Europe’s options for overcoming the debt crisis narrowed as Germany doused expectations of a breakthrough at this weekend’s summit and central bankers balked at extended bond purchases.
European stocks fell for a second day after German Chancellor Angela Merkel’s office knocked down what it called “dreams” that the Oct. 23 summit will be the last word in taming the crisis. Christian Noyer, head of France’s central bank, ruled out a ramping up of the European Central Bank’s bond-buying program as part of a multi-pronged strategy to shield countries like Italy.
While Group of 20 finance ministers and central bankers pressed European Union leaders to set out a strategy by the end of the week, divisions flared over an emerging plan to avoid a Greek default, bolster banks and curb contagion.
“We’re really in a bind here,” Carl Weinberg, founder and chief economist at High Frequency Economics, said in an interview with Betty Liu on Bloomberg Television’s “In the Loop.” “We have a lot of egos, a lot of national interests, a lot of political considerations, and that’s just hampering us from getting to a solution.”
The ECB said yesterday it bought 2.2 billion euros ($3 billion) of bonds last week, the least since it restarted the market support program in August over the objections of Germans on its council. While looking to exit the bond-buying business, the ECB also opposes the use of its balance sheet to boost the government-financed 440 billion-euro rescue fund with enough firepower to do that job.
Underscoring the stress on Europe’s finances, Moody’s Investors Service said in a release overnight that France’s top credit rating is under pressure as the debt crisis has led to a “deterioration” of its government finances.
Moody’s cited “the possible need to provide additional support to other European sovereigns or to its own banking system” as stresses on French finances.
France will do “everything” to maintain its top debt ratings, Finance Minister Francois Baroin said today on France 2 television. “We have the highest public spending in the G8,” Baroin said. “We have room for maneuver.”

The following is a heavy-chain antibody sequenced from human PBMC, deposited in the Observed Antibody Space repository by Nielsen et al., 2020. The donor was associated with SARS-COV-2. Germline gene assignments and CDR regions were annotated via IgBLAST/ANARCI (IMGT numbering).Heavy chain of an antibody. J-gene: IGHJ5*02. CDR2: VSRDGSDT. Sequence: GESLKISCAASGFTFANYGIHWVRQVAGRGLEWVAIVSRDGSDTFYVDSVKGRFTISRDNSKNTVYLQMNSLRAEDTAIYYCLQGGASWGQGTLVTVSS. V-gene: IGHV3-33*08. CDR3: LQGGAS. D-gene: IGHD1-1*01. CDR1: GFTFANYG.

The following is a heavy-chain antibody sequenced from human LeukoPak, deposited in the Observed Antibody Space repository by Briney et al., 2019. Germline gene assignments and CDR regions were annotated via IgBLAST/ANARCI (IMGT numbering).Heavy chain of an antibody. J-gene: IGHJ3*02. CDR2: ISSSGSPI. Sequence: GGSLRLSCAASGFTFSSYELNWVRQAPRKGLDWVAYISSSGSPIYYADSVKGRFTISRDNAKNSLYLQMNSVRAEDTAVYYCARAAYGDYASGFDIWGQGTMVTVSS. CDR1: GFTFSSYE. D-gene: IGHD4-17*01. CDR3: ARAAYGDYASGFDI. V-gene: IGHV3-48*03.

The Euro Stoxx 50 Index slid 0.8 percent to 2297.28 at 10:20 a.m., led by BNP Paribas SA and Societe Generale SA. The euro traded at $1.3718, down from $1.3738 in New York yesterday, when it slid 1 percent.
“It is far from clear that the summit will deliver a package that is viewed as broad and deep enough,” David Mackie, chief European economist at JPMorgan Chase & Co, said in a note today. “Indeed, comments out of Germany appear to be trying to dampen expectations of what the summit will deliver.”
Merkel’s spokesmen Steffen Seibert stoked the disagreement by saying that EU leaders won’t provide the complete fix that global policy makers are pushing for at their Brussels summit.
Merkel has made it clear that “dreams that are taking hold again now that with this package everything will be solved and everything will be over on Monday won’t be able to be fulfilled,” Seibert told reporters in Berlin. The search for an end to the crisis “surely extends well into next year.”
Group of 20 finance ministers and central bankers concluded weekend talks in Paris endorsing parts of Europe’s emerging crisis plan. Providing a week to act, they set the Oct. 23 meeting of European leaders as the deadline.
“Quite frankly, Europe’s response over the past year has been disappointing,” Canadian Finance Minister Jim Flaherty said in a speech yesterday in Dublin. “This is the world’s most immediate and pressing problem,” Flaherty said, according to a prepared copy of the speech, and “is threatening to bring the world to the verge of another recession.”
On the summit agenda is how any recapitalization of Europe’s banks “might be carried out in a coordinated way” and how to make the European Financial Stability Facility, the EU’s rescue fund for indebted states, as effective as possible, Seibert said. The leaders will also discuss aid for Greece and ways to tighten economic and financial policy, he said.
In Greece, parliamentary debate is due to begin today on a fresh round of austerity measures amid public protests and labor-union unrest. Finance Ministry workers began a 10-day strike yesterday, complicating the government’s efforts to collect taxes and highlighting the mood in Europe’s most-indebted country as Greek lawmakers face another vote on fiscal measures due in two days. That’s a showdown Prime Minister George Papandreou needs to win to ease the way for more foreign financing and stave off default.
Across Europe, obstacles to an accord include resistance by bankers to a deeper restructuring of Greek debt and discord among Europe’s capitals over how to multiply the firepower of their bailout fund and recapitalize financial institutions. At stake is confidence in the 17-nation currency union that Merkel stresses she wants to preserve.
In the works for the summit is a five-point plan foreseeing a solution for Greece, bolstering of the firepower of the EFSF, fresh capital for banks, a new push to boost competitiveness and consideration of European treaty changes to tighten economic management.
Forcing lenders to boost capital would be counterproductive, and getting investors to accept larger losses on Greek holdings difficult, Deutsche Bank Chief Executive Officer Josef Ackermann said on Oct. 13. Ackermann, who chairs the Washington-based Institute of International Finance and spearheaded the July accord, was scheduled to hold talks in Brussels today with policy makers.